Nucleus Research has published its Control Tower Value Matrix 2017, which gives a detailed insight into the current state and value of control towers.
The report breaks down vendor offerings by functionality and usability, providing a matrix by which to evaluate control tower solutions currently on the market.
In the Control Tower Value Matrix 2017, Nucleus Research defines control towers broadly as tools that “deliver visibility…. [and] provide capabilities like collaboration with trading partners and functionality that enables supply chain planners to automate processes and controls.”
That covers quite a range and reflects how far control towers have come in recent years, and the many types that are available.
The Control Tower Value Matrix provides a useful breakdown of the various types available from 13 different software vendors.
At their most basic, they provide a global (or near global) view of the supply chain.
Control Towers originally arose due to the need to gain visibility over the increasingly complex and fractured supply chain. Control towers attempted to give a single version of the truth across functional boundaries, and across suppliers, contract manufacturers, transportation carriers, and third-party logistics.
But what use is it watching something go wrong if you can’t intervene to fix it?
Control towers have evolved to incorporate tools that allow supply chain managers to not only monitor, but also to intervene and correct those issues. However, this has typically been limited to those parts of the supply chain under a company’s direct control.
The next stage of development is cross-organizational collaboration, across multiple tiers of customers, suppliers, and logistics service providers. This enables supply chain managers to not just address issues directly under their control, but to work with business partners to solve a much broader range of problems that occur in all parts of the supply chain.
Control towers are now automating many functions that previously required human intervention. For example, orders can be automatically created when a stock item reaches a predetermined value. There are many such tasks that can be automated, and freeing up people to work on more valuable tasks.
“By reducing the level of human intervention required, vendors are allowing supply chain managers to divert their attention to more value-add tasks rather than daily maintenance of exceptions.” (Control Tower Value Matrix 2017, Nucleus Research)
Combine all these levels (and more), and the value control towers provide to companies is significant.
Many companies are still struggling to achieve end-to-end visibility in their supply chains. Control towers provide that and more.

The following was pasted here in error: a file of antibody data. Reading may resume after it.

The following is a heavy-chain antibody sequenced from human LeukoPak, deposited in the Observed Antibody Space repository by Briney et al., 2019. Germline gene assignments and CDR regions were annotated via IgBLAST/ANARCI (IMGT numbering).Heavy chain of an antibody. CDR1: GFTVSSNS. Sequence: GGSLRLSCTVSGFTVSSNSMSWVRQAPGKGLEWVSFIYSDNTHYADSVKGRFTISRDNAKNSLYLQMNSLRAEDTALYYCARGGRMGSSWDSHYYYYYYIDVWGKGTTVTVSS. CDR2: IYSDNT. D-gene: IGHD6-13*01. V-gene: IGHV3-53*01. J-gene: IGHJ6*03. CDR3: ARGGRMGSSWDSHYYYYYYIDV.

The value of a control tower varies widely based on the degree to which it maximizes the value of each of the four stages: visibility, actionability, collaboration, and automation. And to a large extent, that realization of full potential depends on the foundations upon which the control tower is built.
In The Rise of Supply Chain Control Towers, I explained the flaws in traditional control towers that are built on a hub-spoke model. I won’t rehash that here, but simply put, such point-to-point models, offer limited opportunities for visibility and optimization due to disparate systems; and such connections are cumbersome to implement and maintain.
Control towers that are built on solid foundation of real-time data shared across a multi-party network offer much more potential for savings, speed, agility, and resilience.
“Nucleus found multi-enterprise supply chain network solutions to be a source of risk mitigation for companies that have successfully deployed them, with improved visibility, coordination, and optimization.” The Real Value of Value Networks, April 2017, Nucleus Research
Real-time networks eliminate information delays; provide end-to-end visibility, and better optimization thanks to fresh, big-picture data that reflects the reality of the supply chain now. They also provide the full context for better decision making, including providing actual data on orders, inventory, shipments and capacity constraints across all nodes of the network.
Control towers on multi-party networks can thus deliver significantly higher value than traditional control towers that patch together enterprise systems. When Nucleus Research surveyed 30 customers on multi-party networks they found those companies enjoyed a number of competitive advantages, including but not only:
Source: The Real Value of Value Chain Networks, R63, April 2017, Nucleus Research
So the benefits of implementing a control tower on a network are striking. Companies that have complex, global supply chains are especially well-suited to multi-party networks. Nucleus Research’s Control Tower Value Matrix covers a lot of vendors and a lot of types of control towers, and it is well worth learning about them all and examining all your options.